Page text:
HOXA10 controls osteoblastogenesis by directly activating bone regulatory and phenotypic genes
Department of Cell Biology and Cancer Center
Life Sciences | Medicine and Health Sciences
HOXA10 is necessary for embryonic patterning of skeletal elements, but its function in bone formation beyond this early developmental stage is unknown. Here we show that HOXA10 contributes to osteogenic lineage determination through activation of Runx2 and directly regulates osteoblastic phenotypic genes. In response to bone morphogenic protein BMP2, Hoxa10 is rapidly induced and functions to activate the Runx2 transcription factor essential for bone formation. A functional element with the Hox core motif was characterized for the bone-related Runx2 P1 promoter. HOXA10 also activates other osteogenic genes, including the alkaline phosphatase, osteocalcin, and bone sialoprotein genes, and temporally associates with these target gene promoters during stages of osteoblast differentiation prior to the recruitment of RUNX2. Exogenous expression and small interfering RNA knockdown studies establish that HOXA10 mediates chromatin hyperacetylation and trimethyl histone K4 (H3K4) methylation of these genes, correlating to active transcription. HOXA10 therefore contributes to early expression of osteogenic genes through chromatin remodeling. Importantly, HOXA10 can induce osteoblast genes in Runx2 null cells, providing evidence for a direct role in mediating osteoblast differentiation independent of RUNX2. We propose that HOXA10 activates RUNX2 in mesenchymal cells, contributing to the onset of osteogenesis, and that HOXA10 subsequently supports bone formation by direct regulation of osteoblast phenotypic genes.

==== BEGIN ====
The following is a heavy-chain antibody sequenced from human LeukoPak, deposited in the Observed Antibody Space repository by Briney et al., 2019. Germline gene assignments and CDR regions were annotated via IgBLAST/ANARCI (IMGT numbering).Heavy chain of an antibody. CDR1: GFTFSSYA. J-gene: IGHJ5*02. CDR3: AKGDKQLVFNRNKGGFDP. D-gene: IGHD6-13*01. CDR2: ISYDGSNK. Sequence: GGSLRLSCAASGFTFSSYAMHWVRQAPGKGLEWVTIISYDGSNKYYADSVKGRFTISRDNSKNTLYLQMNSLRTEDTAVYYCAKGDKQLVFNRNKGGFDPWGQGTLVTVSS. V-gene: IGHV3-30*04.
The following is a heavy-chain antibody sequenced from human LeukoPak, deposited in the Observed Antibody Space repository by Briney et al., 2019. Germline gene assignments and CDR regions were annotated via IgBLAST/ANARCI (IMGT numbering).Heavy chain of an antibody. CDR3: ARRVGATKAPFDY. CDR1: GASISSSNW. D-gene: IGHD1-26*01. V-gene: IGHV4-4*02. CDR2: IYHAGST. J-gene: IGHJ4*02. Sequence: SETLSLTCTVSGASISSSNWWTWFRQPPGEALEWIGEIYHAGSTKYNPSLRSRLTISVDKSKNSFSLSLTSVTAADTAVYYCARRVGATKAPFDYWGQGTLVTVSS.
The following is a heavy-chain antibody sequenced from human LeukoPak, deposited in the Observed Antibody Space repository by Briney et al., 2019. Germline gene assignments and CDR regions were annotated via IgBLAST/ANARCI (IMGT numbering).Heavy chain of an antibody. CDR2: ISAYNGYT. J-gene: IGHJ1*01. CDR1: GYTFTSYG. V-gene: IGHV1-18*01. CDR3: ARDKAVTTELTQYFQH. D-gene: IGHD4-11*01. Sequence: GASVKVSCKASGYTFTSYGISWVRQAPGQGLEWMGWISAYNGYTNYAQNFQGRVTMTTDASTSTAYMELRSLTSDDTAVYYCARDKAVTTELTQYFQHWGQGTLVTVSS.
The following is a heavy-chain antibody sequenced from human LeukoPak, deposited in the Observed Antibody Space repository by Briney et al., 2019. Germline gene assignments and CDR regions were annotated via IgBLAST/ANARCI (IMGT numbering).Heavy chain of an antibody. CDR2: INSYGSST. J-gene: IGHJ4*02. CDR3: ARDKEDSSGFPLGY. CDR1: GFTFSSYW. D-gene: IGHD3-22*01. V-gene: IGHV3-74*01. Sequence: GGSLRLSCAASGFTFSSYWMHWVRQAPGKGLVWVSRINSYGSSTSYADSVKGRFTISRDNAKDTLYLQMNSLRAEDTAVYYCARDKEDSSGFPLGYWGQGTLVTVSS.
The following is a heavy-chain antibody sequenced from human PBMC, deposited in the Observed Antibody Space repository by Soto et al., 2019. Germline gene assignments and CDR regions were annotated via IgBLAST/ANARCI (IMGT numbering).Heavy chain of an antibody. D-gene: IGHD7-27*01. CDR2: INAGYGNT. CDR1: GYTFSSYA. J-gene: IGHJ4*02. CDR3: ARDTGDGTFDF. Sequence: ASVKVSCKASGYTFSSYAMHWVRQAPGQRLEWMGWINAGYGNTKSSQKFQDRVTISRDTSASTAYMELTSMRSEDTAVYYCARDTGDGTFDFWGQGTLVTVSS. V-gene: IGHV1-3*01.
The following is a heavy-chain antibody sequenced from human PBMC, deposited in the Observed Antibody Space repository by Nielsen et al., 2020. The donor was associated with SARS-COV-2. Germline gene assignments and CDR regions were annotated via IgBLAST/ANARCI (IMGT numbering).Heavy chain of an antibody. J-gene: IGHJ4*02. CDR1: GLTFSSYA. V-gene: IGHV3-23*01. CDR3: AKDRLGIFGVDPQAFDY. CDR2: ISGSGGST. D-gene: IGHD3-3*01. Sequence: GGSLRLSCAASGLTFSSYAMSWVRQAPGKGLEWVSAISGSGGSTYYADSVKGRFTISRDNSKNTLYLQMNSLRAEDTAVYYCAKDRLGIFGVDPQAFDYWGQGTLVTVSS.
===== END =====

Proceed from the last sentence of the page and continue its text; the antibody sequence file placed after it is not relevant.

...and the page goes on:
DOI of Published Version
Mol Cell Biol. 2007 May;27(9):3337-52. Epub 2007 Feb 26. Link to article on publisher's site10.1128/MCB.01544-06
Molecular and cellular biology
Hassan MQ, Tare RS, Lee SH, Mandeville M, Weiner B, Montecino MA, Van Wijnen AJ, Stein JL, Stein GS, Lian JB. (2007). HOXA10 controls osteoblastogenesis by directly activating bone regulatory and phenotypic genes. Morningside Graduate School of Biomedical Sciences Student Publications. https://doi.org/10.1128/MCB.01544-06. Retrieved from https://escholarship.umassmed.edu/gsbs_sp/479